“One good thing about music, when it hits you, you feel no pain (Bob Marley).” This may be true for the listener, but what about the performer? Playing a musical instrument can lead to bad postures and compensations that can compromise your ability to perform at your fullest potential. I have treated various musicians for neck, elbow/wrist, shoulder, and back problems due to hours spent practicing and performing in poor posture. It is easy to get captivated by your own music and lose good body position. For beginning musicians, it is also common to want to constantly look down at your instrument creating a strain on the neck. As a guitarist myself, I find a constant struggle with trying to maintain a good posture while playing. Those pesky bar chords require a lot of stretching with the fingers and can often lead to compensations of postures to achieve the position. Not to mention the awkwardness of holding a bulky instrument. It is easy to slouch down and play guitar, but there is a price to pay later, a price that builds over time.
When you are sitting or standing in a bad posture, your muscles are constantly fighting to support your body and bring it back into a good position. Over time, these muscles start to develop adverse physiological changes and restrictions creating that nagging pain or ache. Add in the weight of your arms and, for some, the instrument you may be holding, and you are creating a recipe for disaster. Once a muscle is being held in an improper position for periods of time and then stressed (as when playing an instrument), trigger points (irritable spots within the muscle) and taught bands of tissue begin to form. These structural changes can create decreased blood flow to the muscle and misalignment of muscles creating a compromise of the muscle’s performance. “Tight” muscles can also create a strain on the joints of the neck, back, shoulder, and elbow causing pain in these areas as well.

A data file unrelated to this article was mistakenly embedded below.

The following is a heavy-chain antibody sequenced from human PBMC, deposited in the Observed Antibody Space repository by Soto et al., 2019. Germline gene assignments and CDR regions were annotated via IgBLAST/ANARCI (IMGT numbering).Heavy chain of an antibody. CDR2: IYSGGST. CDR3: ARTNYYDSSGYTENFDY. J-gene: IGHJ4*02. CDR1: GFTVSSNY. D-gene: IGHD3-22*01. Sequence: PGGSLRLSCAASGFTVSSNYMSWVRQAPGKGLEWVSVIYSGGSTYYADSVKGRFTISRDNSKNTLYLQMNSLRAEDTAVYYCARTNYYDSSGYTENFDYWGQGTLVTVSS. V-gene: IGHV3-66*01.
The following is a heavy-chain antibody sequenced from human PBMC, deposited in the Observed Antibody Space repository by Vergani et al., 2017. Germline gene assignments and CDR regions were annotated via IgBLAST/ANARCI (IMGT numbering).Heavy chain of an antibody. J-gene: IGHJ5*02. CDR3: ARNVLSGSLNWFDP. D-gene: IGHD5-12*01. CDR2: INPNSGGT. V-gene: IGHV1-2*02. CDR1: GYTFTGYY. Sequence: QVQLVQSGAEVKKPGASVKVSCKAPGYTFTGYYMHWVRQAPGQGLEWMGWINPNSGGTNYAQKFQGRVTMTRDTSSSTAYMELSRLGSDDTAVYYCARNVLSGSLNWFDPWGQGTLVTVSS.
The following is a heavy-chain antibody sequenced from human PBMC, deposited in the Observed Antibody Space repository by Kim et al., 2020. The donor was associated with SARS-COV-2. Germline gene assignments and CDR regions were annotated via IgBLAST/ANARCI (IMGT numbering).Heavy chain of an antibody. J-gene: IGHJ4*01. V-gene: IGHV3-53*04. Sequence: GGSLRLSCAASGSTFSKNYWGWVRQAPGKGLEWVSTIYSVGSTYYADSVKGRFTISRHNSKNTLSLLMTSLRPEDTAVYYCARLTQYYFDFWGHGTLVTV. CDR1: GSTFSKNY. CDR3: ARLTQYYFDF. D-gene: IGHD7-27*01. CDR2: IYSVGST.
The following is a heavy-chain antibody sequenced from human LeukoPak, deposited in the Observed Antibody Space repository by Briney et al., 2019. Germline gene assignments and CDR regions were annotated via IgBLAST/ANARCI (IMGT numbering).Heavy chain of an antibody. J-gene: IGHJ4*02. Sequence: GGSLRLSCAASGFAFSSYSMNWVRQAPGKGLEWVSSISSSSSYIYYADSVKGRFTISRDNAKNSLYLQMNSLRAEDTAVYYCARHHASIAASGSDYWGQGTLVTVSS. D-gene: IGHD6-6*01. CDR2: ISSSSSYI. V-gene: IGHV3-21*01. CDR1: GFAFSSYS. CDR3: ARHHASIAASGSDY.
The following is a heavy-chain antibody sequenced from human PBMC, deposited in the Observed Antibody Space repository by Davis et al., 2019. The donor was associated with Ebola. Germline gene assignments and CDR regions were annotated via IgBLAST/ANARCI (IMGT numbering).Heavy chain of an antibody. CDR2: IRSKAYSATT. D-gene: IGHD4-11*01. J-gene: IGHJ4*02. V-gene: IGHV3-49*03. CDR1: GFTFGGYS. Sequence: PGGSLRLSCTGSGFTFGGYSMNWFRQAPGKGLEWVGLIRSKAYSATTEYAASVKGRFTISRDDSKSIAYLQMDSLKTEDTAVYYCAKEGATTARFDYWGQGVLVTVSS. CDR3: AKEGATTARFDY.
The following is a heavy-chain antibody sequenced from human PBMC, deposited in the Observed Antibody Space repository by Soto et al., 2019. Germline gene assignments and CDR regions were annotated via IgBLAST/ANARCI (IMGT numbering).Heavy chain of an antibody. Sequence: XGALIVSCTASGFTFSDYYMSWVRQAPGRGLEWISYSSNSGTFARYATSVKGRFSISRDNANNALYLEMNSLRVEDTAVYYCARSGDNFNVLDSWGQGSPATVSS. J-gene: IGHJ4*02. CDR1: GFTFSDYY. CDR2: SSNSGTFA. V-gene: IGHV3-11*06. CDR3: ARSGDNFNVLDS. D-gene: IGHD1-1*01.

Being a musician requires long hours of practicing and performing. This can be very hard on the body, especially if you do not have the correct posture or muscle strength and endurance to support a better posture. Playing an instrument also requires overusing muscles. If these muscles aren’t at their strongest and flexible, injuries can occur. Good posture, muscle strength, and muscle endurance can place your body in better positions advantageous to your performance and health.
Below are some useful tips and tools that can be used to help restore good posture and muscle flexibility.
A physical therapist can observe your posture while playing your instrument and help you make the needed corrections. They can also provide you with needed strengthening exercises to balance out each joint used for playing your instrument and promote better ability to hold good posture. Most musicians suffer from overuse injuries. Having good strength of the muscles used in playing an instrument, as well as the correct supportive muscle strength, can help decrease the prevalence of overuse injury. Furthermore, a physical therapist with a manual therapy background can help restore muscle flexibility needed for playing your instrument. This can be done through various hands-on techniques including trigger point dry needling. At ISSA Physical therapy, we welcome musicians of all levels and instrumentation. I, like you, have a huge passion for music and want to help keep you playing. Yes, the show must go on, but you don’t have to compromise your body or be in pain to do so.